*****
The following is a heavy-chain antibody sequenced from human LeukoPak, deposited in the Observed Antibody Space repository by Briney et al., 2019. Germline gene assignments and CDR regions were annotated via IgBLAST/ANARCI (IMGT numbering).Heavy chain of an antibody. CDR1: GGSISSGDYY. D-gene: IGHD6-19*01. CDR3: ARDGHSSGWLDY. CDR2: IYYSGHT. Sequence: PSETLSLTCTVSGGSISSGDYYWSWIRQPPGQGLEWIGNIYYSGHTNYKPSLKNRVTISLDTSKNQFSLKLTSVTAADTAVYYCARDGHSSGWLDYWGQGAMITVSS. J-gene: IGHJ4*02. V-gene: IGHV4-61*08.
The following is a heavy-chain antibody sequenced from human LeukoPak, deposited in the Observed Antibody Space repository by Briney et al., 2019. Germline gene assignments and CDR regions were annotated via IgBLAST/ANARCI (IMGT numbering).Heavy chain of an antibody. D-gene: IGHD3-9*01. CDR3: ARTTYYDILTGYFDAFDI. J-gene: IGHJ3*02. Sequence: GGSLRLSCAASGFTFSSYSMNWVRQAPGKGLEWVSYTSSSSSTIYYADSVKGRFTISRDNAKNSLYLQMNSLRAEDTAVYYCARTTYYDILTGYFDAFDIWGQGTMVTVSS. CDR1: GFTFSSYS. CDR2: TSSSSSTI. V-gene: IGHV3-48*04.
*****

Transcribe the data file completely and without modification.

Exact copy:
The following is a heavy-chain antibody sequenced from human LeukoPak, deposited in the Observed Antibody Space repository by Briney et al., 2019. Germline gene assignments and CDR regions were annotated via IgBLAST/ANARCI (IMGT numbering).Heavy chain of an antibody. CDR1: GGSISSGDYY. D-gene: IGHD6-19*01. CDR3: ARDGHSSGWLDY. CDR2: IYYSGHT. Sequence: PSETLSLTCTVSGGSISSGDYYWSWIRQPPGQGLEWIGNIYYSGHTNYKPSLKNRVTISLDTSKNQFSLKLTSVTAADTAVYYCARDGHSSGWLDYWGQGAMITVSS. J-gene: IGHJ4*02. V-gene: IGHV4-61*08.
The following is a heavy-chain antibody sequenced from human LeukoPak, deposited in the Observed Antibody Space repository by Briney et al., 2019. Germline gene assignments and CDR regions were annotated via IgBLAST/ANARCI (IMGT numbering).Heavy chain of an antibody. D-gene: IGHD3-9*01. CDR3: ARTTYYDILTGYFDAFDI. J-gene: IGHJ3*02. Sequence: GGSLRLSCAASGFTFSSYSMNWVRQAPGKGLEWVSYTSSSSSTIYYADSVKGRFTISRDNAKNSLYLQMNSLRAEDTAVYYCARTTYYDILTGYFDAFDIWGQGTMVTVSS. CDR1: GFTFSSYS. CDR2: TSSSSSTI. V-gene: IGHV3-48*04.